I learned a lot about my students from seeing them interact with one another and with their families. I knew that Troy was quiet and gentle from talking with him in class and seeing him patiently work with some of our class’s most challenging students, but seeing him joke with his sister helped me understand how tender-hearted he really is. I was also struck by how sensitive he is in dealing with his family’s pets. In many cases in China, pets are hit or kicked, but Troy told me that they neither hit nor kick their dog or cat.

Once we reached June’s home in the heart of Tianxin, we sat in the morning sunlight and told fables that we learned

The village of Luodang, as viewed from Tianxin

when we were young. Apparently, “The Emperor’s New Clothes” is a Chinese story! Additionally, all of my students already knew “The Tortoise and the Hare,” even though I had been sure that it was an Aesop’s fable. It seems good stories travel fast! We had fun discussing what each of these tales can teach us about life.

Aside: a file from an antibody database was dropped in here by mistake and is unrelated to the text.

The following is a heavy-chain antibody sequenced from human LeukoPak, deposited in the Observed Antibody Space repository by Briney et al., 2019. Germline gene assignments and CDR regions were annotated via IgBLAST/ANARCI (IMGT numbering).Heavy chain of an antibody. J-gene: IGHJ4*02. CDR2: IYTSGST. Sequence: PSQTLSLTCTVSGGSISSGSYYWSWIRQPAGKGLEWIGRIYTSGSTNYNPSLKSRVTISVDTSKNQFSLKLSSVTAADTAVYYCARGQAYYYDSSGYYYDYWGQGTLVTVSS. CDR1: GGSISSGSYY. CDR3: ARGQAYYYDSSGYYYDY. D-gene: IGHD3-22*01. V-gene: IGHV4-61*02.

At Sandy’s house, we ate a quick lunch of rice, fried eggs and soup, and then headed up the mountain to see Meena and Savannah’s house. We made a detour on the way up to see Savannah’s favorite spot: a tiny stream that pooled over smooth rocks. We spent some time splashing in the pools, then continued up the tiny trail to the upper level of Tianxin. Finally, we reached Savannah’s house. It wasn’t a typical home: for the next few months, Savannah will be living with all her furniture under a tarp, waiting until her new house is built. All of her extended family members still living in Fengqing had joined to help tear down the old house and build the new one. We had to step gingerly around piles of rubble and avoid falling pieces of roof as we approached her makeshift home. Although the family will be cold under their tarp, in a few months, they’ll have a brand new home to live in!